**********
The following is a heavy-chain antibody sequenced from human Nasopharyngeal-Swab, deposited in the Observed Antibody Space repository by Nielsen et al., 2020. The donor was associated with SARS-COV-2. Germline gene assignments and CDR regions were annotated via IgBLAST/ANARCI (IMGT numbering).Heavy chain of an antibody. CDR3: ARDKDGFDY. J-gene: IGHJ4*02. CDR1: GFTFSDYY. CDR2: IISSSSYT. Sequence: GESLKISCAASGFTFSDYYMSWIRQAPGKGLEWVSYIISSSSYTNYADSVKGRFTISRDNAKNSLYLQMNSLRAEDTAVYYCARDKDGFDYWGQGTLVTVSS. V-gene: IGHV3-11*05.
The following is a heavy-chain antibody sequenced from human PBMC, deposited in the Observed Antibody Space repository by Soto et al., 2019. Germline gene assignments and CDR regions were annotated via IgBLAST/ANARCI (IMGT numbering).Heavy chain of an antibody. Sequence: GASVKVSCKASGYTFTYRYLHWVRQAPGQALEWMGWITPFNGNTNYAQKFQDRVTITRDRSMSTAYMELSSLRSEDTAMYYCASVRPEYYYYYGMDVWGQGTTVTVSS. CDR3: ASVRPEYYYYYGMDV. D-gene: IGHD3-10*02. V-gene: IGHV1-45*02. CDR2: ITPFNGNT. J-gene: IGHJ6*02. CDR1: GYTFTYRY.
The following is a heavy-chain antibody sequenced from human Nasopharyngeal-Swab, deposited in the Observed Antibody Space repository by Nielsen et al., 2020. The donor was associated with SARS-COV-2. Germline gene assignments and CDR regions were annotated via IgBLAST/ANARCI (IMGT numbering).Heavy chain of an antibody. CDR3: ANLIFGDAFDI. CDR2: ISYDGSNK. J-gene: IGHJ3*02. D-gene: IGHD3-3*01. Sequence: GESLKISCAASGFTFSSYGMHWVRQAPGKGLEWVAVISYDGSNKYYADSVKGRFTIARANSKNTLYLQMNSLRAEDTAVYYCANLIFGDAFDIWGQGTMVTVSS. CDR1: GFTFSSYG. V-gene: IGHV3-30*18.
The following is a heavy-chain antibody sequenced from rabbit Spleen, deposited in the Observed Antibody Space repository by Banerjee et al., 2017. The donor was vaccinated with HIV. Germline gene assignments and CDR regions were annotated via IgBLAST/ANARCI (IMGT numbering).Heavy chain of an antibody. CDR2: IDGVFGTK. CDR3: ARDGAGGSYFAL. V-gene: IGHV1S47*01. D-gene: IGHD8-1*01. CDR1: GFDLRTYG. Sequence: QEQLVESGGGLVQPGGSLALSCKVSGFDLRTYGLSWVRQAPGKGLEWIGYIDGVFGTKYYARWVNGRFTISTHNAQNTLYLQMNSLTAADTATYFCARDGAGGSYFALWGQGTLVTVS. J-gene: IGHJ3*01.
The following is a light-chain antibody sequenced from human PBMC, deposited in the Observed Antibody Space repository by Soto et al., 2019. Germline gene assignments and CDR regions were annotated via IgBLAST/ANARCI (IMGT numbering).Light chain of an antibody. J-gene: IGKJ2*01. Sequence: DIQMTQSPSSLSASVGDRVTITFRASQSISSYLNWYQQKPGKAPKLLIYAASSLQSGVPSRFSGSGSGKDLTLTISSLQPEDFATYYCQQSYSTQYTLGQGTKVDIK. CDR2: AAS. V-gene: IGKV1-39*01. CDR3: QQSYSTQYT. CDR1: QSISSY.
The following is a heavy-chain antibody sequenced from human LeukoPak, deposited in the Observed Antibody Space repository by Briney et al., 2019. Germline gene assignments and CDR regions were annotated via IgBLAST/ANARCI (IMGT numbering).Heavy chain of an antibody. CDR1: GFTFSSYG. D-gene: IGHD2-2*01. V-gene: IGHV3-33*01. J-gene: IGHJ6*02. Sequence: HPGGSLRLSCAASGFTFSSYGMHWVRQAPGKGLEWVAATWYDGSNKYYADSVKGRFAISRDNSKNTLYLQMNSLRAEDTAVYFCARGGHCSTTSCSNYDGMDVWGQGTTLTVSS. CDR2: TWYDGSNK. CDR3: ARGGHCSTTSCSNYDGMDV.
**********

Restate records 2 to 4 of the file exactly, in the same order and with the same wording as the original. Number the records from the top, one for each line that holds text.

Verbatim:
The following is a heavy-chain antibody sequenced from human PBMC, deposited in the Observed Antibody Space repository by Soto et al., 2019. Germline gene assignments and CDR regions were annotated via IgBLAST/ANARCI (IMGT numbering).Heavy chain of an antibody. Sequence: GASVKVSCKASGYTFTYRYLHWVRQAPGQALEWMGWITPFNGNTNYAQKFQDRVTITRDRSMSTAYMELSSLRSEDTAMYYCASVRPEYYYYYGMDVWGQGTTVTVSS. CDR3: ASVRPEYYYYYGMDV. D-gene: IGHD3-10*02. V-gene: IGHV1-45*02. CDR2: ITPFNGNT. J-gene: IGHJ6*02. CDR1: GYTFTYRY.
The following is a heavy-chain antibody sequenced from human Nasopharyngeal-Swab, deposited in the Observed Antibody Space repository by Nielsen et al., 2020. The donor was associated with SARS-COV-2. Germline gene assignments and CDR regions were annotated via IgBLAST/ANARCI (IMGT numbering).Heavy chain of an antibody. CDR3: ANLIFGDAFDI. CDR2: ISYDGSNK. J-gene: IGHJ3*02. D-gene: IGHD3-3*01. Sequence: GESLKISCAASGFTFSSYGMHWVRQAPGKGLEWVAVISYDGSNKYYADSVKGRFTIARANSKNTLYLQMNSLRAEDTAVYYCANLIFGDAFDIWGQGTMVTVSS. CDR1: GFTFSSYG. V-gene: IGHV3-30*18.
The following is a heavy-chain antibody sequenced from rabbit Spleen, deposited in the Observed Antibody Space repository by Banerjee et al., 2017. The donor was vaccinated with HIV. Germline gene assignments and CDR regions were annotated via IgBLAST/ANARCI (IMGT numbering).Heavy chain of an antibody. CDR2: IDGVFGTK. CDR3: ARDGAGGSYFAL. V-gene: IGHV1S47*01. D-gene: IGHD8-1*01. CDR1: GFDLRTYG. Sequence: QEQLVESGGGLVQPGGSLALSCKVSGFDLRTYGLSWVRQAPGKGLEWIGYIDGVFGTKYYARWVNGRFTISTHNAQNTLYLQMNSLTAADTATYFCARDGAGGSYFALWGQGTLVTVS. J-gene: IGHJ3*01.